Shelter-in-place, COVID-19, pandemic, telecommuting . . . these are terms we, as a nation, are inundated with each and every day. The current state of life as we know it is constantly debated, and it seems nothing else can truly break us out of the intense focus trained on the present. But what is to come in the months ahead? The potential consequences for social distancing and furloughed or terminated employment must join these topics for discussion. With the number of Americans filing for unemployment sky-rocketing, the knowledge of just how to handle a personal financial crisis is of the highest importance.
The first thing to note is the option to file for bankruptcy should be a last resort. This is not because of any stigma attached to the filing but because relief opportunities are prevalent during this pandemic. Look first to your ability to make the minimum payments on all of your bills and stay current for as long as possible. If this plan of optimistically hoping to tough out the current season seems out of reach, turn next to working out settlement plans with your lenders. Congress’s latest $2 trillion CARES relief package allows homeowners to take advantage of a 180-day forbearance on their mortgage payments, while also preventing foreclosure on federally backed loans. As for credit card, student loan, and auto loan payments, numerous larger banks are offering assistance to borrowers struggling to make payments. The imperative thing is to begin to take action first. Do not wait to automatically be enrolled in a relief program; call each lender and make note of the content of your conversation, the representative with which you spoke, and the offer extended for each interaction. By being proactive, you may be able to avoid filing for bankruptcy.
If the settlement or relief program options are still insufficient, then you should next consider filing for bankruptcy. There are two types: Chapter 7 and Chapter 13. Each has a different process and filing fee. Chapter 7 proceedings are advisable for borrowers with a larger amount of debt which cannot reasonably be paid off, or even a significant portion which cannot be paid off. In these proceedings, assets of the borrower are sold off to pay the debt owed. Assets sold include second cars, vacation homes, stocks, collections and bonds. The general goal of this process is to completely eliminate the borrower’s debt. A judge has to approve the borrower’s filing in court, which costs from anywhere between $300 to $350 to file and $1,500 to $2,000 in legal fees, and the entirety of the process usually lasts three to five months. While in Chapter 13 proceedings, the goal is to make debt more manageable by forming a consolidated repayment plan, approved by the court. This process does not sell assets but instead reorganizes debt to make the borrower’s income sufficient to pay off the debt over a specified time. This process generally lasts three to five years and can cost $300 to $350 for the filing fee and $2,500 to $3,500 in attorney’s fees, due to the prolonged management of this type of proceeding.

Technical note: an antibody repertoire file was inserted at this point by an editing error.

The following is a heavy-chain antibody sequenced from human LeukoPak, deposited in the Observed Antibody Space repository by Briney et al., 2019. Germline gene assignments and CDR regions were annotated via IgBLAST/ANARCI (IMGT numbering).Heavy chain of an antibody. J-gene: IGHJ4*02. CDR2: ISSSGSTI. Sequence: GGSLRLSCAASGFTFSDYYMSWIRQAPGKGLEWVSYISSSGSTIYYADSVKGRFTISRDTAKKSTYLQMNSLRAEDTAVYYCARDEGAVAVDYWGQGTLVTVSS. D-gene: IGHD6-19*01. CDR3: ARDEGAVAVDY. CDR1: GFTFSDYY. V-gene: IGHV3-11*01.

It is important to think through all of your options. Once you file for bankruptcy there is a waiting period before you can file again. Talk with a lawyer who can advise you best on which route is best for you.
If you are hurt on the job due to unsafe working conditions, seek legal counsel, as you may be entitled to workers’ compensation or other benefits. As we have since 1967, we will continue to protect the legal rights of our clients – those who are hurt on the job while working for Alabama employers. If you have been injured on the job and want to learn your rights, please consider contacting the Nomberg Law Firm. Our office number is 205-930-6900.
Bernard D. Nomberg has been a lawyer for more than 20 years. Bernard has earned an AV rating from Martindale-Hubbell’s peer-review rating. In 2019, Bernard was named a Super Lawyer for the 7th year in a row.